Bleak assessment by foreign firms

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Bleak assessment by foreign firms

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More than half of foreign companies doing business in Korea think the country still has a poor environment for global businesses to invest in, according to the Korea Chamber of Commerce and Industry yesterday.

A total of 111 foreign companies, or 55.2 percent of the 201 surveyed, were negative about the conditions of doing business in the country, the KCCI said.

The survey conducted late last month cited a lack of consistency in policies with regard to foreign investment as the biggest reason behind the negative assessment. The excessive regulation, labor-management conflict and lack of social infrastructure such as education were also cited as reasons.

The survey came out after President Park Geun-hye promised representatives of foreign companies invited to the Blue House last Thursday to make Korea a top destination for foreign investors.

That was followed by the announcement of incentives to attract headquarters and R&D centers of multinational companies.

According to the Ministry of Trade, Industry and Energy, Korea’s foreign direct investment as a percentage of gross domestic product was only 12.7 percent, a third of the average for member countries of the Organization for Economic Cooperation and Development.

FDI in Korea hit a record high in 2012 of $10.61 billion, but last year it dropped to $9.48 billion, the ministry said Thursday.

“Major countries are making bold moves to attract foreign investment, which is one of the largest driving forces for economic development, whereas Korea has witnessed a decrease in foreign direct investment,” said Chun Su-bong, the head of the KCCI research division.

Of those surveyed, 32.9 percent think Korea is losing its appeal to foreign companies over the past three years, compared to 19.8 percent that think the opposite.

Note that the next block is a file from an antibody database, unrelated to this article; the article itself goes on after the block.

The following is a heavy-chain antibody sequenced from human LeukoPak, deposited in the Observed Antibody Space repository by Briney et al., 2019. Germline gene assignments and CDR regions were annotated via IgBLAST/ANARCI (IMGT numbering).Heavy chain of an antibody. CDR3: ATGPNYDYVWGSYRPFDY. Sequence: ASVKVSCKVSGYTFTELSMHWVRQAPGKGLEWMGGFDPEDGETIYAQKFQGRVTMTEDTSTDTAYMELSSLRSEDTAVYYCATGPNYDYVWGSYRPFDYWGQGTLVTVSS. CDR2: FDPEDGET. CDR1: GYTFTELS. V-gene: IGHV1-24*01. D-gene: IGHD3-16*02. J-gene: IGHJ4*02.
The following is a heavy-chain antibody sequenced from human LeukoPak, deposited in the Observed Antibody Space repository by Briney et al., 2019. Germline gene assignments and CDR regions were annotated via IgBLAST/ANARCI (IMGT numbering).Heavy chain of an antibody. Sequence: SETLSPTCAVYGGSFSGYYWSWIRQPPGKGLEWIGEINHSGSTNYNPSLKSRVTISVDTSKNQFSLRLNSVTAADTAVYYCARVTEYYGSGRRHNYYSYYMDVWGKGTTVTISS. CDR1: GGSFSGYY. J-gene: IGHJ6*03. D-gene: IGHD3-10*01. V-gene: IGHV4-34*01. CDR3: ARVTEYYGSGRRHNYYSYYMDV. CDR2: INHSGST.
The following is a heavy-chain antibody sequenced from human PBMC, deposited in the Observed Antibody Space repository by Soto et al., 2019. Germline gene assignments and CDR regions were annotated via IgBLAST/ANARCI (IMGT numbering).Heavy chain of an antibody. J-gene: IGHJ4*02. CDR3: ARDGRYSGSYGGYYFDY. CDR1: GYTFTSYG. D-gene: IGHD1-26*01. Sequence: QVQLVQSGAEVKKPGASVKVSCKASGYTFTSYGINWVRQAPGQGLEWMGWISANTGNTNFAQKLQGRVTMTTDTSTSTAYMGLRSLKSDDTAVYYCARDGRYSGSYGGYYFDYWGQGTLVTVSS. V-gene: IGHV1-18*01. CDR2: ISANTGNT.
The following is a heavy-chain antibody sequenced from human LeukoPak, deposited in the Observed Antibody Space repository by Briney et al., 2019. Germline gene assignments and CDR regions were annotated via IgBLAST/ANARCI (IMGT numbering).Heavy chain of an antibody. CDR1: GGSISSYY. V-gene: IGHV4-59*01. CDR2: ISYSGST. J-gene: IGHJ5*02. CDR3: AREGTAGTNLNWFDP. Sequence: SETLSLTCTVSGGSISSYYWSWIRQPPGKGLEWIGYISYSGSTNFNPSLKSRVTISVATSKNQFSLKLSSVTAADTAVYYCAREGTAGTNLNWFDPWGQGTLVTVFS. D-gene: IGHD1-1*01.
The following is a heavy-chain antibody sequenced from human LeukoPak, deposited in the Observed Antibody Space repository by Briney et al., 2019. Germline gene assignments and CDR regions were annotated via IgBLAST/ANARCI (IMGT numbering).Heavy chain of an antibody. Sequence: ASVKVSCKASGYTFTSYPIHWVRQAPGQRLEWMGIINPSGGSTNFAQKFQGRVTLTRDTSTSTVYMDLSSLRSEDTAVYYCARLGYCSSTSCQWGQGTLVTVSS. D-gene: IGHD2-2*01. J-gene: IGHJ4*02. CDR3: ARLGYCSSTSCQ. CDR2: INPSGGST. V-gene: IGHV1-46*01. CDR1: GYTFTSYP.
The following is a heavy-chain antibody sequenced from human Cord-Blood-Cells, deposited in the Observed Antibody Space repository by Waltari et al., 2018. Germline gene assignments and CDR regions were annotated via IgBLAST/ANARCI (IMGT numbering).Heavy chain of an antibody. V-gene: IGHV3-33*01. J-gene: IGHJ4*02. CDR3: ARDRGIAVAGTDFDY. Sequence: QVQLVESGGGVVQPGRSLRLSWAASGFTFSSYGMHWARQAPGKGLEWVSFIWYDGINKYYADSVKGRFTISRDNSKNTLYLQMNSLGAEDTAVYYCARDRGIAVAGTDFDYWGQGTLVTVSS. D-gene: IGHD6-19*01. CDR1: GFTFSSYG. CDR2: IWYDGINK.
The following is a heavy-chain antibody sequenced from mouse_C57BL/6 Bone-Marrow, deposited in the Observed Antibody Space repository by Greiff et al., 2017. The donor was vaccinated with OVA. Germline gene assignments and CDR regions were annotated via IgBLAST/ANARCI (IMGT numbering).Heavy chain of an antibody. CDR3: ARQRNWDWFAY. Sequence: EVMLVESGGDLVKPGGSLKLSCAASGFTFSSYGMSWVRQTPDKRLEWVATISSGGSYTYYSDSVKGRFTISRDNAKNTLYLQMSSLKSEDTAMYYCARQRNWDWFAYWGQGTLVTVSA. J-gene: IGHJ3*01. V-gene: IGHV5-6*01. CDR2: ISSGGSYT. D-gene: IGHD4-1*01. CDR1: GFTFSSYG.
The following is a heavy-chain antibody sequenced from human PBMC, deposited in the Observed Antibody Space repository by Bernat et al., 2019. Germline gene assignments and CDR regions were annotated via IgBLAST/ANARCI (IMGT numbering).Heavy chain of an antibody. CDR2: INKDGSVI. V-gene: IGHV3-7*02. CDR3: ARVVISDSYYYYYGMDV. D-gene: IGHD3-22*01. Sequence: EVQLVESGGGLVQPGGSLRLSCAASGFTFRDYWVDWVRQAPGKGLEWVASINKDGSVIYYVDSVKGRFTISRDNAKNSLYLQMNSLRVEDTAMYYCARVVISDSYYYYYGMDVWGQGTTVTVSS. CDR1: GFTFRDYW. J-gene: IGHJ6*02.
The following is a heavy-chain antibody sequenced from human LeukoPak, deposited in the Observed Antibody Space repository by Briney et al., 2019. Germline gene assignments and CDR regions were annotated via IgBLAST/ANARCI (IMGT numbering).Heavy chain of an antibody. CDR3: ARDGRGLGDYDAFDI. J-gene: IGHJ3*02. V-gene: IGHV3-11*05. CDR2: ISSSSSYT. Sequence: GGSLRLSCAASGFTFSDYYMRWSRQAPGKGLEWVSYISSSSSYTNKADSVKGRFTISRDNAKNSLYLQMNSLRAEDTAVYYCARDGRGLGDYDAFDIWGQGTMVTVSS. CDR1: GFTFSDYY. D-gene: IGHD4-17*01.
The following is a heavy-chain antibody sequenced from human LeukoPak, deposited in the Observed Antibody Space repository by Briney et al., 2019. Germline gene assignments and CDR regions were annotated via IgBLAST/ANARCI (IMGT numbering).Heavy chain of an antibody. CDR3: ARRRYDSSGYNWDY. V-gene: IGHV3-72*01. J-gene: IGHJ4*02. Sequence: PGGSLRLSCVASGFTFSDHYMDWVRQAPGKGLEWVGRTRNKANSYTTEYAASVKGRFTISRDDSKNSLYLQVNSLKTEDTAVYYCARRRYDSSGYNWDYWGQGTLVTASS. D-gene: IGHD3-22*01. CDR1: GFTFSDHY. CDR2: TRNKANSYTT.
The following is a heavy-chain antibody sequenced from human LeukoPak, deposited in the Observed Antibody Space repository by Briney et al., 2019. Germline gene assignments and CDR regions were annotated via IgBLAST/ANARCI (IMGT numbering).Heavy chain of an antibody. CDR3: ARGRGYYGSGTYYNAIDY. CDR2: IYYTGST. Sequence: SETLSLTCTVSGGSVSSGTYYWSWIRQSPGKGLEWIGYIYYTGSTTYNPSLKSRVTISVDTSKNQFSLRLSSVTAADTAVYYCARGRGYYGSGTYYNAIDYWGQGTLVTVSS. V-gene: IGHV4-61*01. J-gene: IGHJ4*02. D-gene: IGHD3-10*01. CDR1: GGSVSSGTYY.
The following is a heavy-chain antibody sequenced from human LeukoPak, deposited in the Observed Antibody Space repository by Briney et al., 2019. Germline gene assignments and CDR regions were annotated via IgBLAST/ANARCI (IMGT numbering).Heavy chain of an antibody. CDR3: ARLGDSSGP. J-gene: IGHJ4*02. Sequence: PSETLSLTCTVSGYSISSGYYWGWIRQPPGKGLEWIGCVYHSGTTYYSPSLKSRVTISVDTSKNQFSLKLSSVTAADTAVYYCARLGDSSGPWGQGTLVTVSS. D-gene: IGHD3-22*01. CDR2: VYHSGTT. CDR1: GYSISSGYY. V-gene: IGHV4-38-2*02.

A majority of surveyed companies, 56.7 percent, said foreign investment in Korea will be similar to last year’s level, but 29.4 percent said it will dwindle more this year compared to last year, while only 13.9 percent said it will grow.

Those who said it will decrease this year cited an uncertain economic recovery (42.4 percent), the worsening investment environment (37.3 percent) and a decrease in demand for their goods and services (16.9 percent) as major reasons.

What foreign companies called for most (38.3 percent) was policies that are in line with the “global standard,” the survey showed.

An additional 30.3 percent said Korea needs to build social infrastructure such as education that could make Koreans more efficient at work, while 23.4 percent said the government needs to have sufficient conversations with companies when it implements regulations.

Many companies feel burdened by new and revised regulations, according to the survey, with 35.4 percent of the foreign companies citing the expansion of the scope of base salary, which could force them to pay more to employees.

Meanwhile, companies giving a good assessment on Korea cited industrial competitiveness as the biggest reason for their optimism (43.3 percent), followed by qualitative human resources (32.2 percent), proximity to the Chinese market (11.1 percent) and the country’s free trade agreements (6.7 percent).


BY MOON GWANG-LIP [joe@joongang.co.kr]

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